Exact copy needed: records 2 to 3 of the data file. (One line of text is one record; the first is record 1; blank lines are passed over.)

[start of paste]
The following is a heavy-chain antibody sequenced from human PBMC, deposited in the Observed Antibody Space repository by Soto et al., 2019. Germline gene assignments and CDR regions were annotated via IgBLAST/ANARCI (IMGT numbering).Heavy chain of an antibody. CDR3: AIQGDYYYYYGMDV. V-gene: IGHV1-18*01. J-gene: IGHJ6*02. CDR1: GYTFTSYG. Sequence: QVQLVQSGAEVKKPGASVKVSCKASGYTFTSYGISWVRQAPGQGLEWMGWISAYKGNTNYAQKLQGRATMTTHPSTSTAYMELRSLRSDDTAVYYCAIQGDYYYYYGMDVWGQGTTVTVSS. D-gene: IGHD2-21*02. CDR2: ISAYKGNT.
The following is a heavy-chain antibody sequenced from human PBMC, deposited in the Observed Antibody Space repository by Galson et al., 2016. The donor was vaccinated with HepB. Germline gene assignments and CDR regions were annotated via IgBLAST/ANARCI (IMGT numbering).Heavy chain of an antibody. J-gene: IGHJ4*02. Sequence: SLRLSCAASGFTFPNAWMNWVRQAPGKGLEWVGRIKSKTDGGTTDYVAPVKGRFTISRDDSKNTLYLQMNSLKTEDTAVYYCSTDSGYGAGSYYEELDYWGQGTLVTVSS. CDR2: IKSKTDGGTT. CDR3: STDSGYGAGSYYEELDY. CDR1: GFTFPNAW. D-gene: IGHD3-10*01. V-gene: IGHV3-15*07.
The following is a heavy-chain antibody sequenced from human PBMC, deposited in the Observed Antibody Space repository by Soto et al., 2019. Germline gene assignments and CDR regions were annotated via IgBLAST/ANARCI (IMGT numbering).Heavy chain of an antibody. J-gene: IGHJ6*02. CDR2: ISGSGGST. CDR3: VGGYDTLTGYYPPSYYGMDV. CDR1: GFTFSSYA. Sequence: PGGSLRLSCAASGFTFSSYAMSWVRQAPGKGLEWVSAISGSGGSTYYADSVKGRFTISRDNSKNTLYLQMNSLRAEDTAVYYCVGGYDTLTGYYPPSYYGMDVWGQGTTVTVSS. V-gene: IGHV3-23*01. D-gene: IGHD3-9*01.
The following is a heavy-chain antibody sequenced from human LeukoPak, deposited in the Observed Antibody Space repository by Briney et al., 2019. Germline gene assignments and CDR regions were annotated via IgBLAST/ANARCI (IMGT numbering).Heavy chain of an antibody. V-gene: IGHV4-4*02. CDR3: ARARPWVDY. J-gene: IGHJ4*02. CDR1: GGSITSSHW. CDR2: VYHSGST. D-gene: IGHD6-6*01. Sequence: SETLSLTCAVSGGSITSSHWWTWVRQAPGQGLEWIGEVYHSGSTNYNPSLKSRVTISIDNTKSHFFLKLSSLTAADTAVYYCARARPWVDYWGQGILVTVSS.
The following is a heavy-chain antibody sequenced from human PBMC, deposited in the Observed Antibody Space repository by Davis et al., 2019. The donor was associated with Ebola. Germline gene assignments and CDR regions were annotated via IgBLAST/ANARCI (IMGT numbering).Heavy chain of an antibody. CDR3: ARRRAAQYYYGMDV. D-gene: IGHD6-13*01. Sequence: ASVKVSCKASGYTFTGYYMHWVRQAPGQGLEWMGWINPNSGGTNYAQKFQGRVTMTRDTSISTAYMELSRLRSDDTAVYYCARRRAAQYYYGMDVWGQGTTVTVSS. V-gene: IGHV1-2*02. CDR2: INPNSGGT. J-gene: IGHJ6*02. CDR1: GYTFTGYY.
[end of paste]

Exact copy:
The following is a heavy-chain antibody sequenced from human PBMC, deposited in the Observed Antibody Space repository by Galson et al., 2016. The donor was vaccinated with HepB. Germline gene assignments and CDR regions were annotated via IgBLAST/ANARCI (IMGT numbering).Heavy chain of an antibody. J-gene: IGHJ4*02. Sequence: SLRLSCAASGFTFPNAWMNWVRQAPGKGLEWVGRIKSKTDGGTTDYVAPVKGRFTISRDDSKNTLYLQMNSLKTEDTAVYYCSTDSGYGAGSYYEELDYWGQGTLVTVSS. CDR2: IKSKTDGGTT. CDR3: STDSGYGAGSYYEELDY. CDR1: GFTFPNAW. D-gene: IGHD3-10*01. V-gene: IGHV3-15*07.
The following is a heavy-chain antibody sequenced from human PBMC, deposited in the Observed Antibody Space repository by Soto et al., 2019. Germline gene assignments and CDR regions were annotated via IgBLAST/ANARCI (IMGT numbering).Heavy chain of an antibody. J-gene: IGHJ6*02. CDR2: ISGSGGST. CDR3: VGGYDTLTGYYPPSYYGMDV. CDR1: GFTFSSYA. Sequence: PGGSLRLSCAASGFTFSSYAMSWVRQAPGKGLEWVSAISGSGGSTYYADSVKGRFTISRDNSKNTLYLQMNSLRAEDTAVYYCVGGYDTLTGYYPPSYYGMDVWGQGTTVTVSS. V-gene: IGHV3-23*01. D-gene: IGHD3-9*01.